Italy has made a decisive decision to permanently halt the sale of arms to Saudi Arabia. The decision is marked as historic by human rights activists around the world. The halt of arms is due to Saudi Arabia’s involvement in the Yemen conflict. Saudi Arabia has been widely criticised for its actions in Yemen, their intervention in Yemen has been through bombs, naval ships, ground combat and airstrikes. The war has led to severe famine in Yemen and the UN estimates that nearly 20 million Yemenis require humanitarian assistance, which accounts for 78 per cent of the entire population. In 2019, other European Union countries also halted their arms sales because of the humanitarian issues in Yemen, yet Italy is the first to permanently halt all exports.
In his statement for Italy’s decision, Foreign Minister Luigi Di Maio stated, “this is an act that we considered necessary, a clear message of peace coming from our country. For us, the respect of human rights is an unbreakable commitment.” This decision has been a long-campaigned victory for humanitarian organisations and has significant effect in hindering Saudia Arabia’s military campaign.
Riccardo Noury, a spokesperson for Amnesty International in Italy commented that, this decision includes the revocation of “licenses granted to Saudi Arabia in 2016 covering almost 20,000 MK series aerial bombs worth over 411 million euros.” Thus, according the Italian Peace and Disarmament Network, Italy’s decision has stopped the export of at least 12,700 bombs.
Hence, this embargo marks a significant step towards global intervention in the Yemen conflict. Similarly, Joe Biden, in his first week of office as the American President also committed to the suspension of exports of arms to Saudi Arabia and the U.A.E. A financially precarious decision as the arms deal is a multibillion-dollar agreement.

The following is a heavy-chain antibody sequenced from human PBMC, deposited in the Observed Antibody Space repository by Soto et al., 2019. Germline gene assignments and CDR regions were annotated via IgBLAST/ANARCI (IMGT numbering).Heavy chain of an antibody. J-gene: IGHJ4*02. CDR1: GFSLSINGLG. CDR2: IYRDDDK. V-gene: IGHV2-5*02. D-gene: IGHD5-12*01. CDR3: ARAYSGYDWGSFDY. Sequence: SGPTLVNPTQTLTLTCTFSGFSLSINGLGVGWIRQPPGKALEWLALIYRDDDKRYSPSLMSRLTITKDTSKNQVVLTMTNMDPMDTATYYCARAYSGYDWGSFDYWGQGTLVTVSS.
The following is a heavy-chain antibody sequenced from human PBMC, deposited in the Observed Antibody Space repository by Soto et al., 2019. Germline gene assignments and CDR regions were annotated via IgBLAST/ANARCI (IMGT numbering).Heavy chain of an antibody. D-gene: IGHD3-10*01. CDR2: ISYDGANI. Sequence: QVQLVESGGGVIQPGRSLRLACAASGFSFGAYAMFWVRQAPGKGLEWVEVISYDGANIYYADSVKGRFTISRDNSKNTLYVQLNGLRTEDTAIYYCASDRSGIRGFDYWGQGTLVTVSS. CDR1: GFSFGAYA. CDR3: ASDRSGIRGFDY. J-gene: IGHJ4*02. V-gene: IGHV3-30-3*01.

The halting of arms by Italy sets a precedent for other countries to change the arm suspension to a permanent blockade. According to Andrew Smith from the Campaign Against the Arms Trade, “the spotlight now has to be turned on the U.K., and other arms-dealing governments who have played a central role in enabling the conflict. These arms sales must stop, and so must the political support that has underpinned them.”
Hence, there is a sense of a subtle shift in the geopolitical environment. A tangible change to conflict and prioritising civilian and humanitarian affairs. This is evident by the actions of Italy and the spotlight has shifted to other countries to follow in their footsteps. The situation in Yemen is unstable and perilous, the UN describes it as the world’s largest humanitarian crisis. Italy’s actions of halting economic relations through arms exports with the U.A.E. indicates an acknowledgement of how trade exports can perpetuate conflict, war and death. Hence, Italy’s decision signifies a commitment to upholding humanitarian conscience trade links.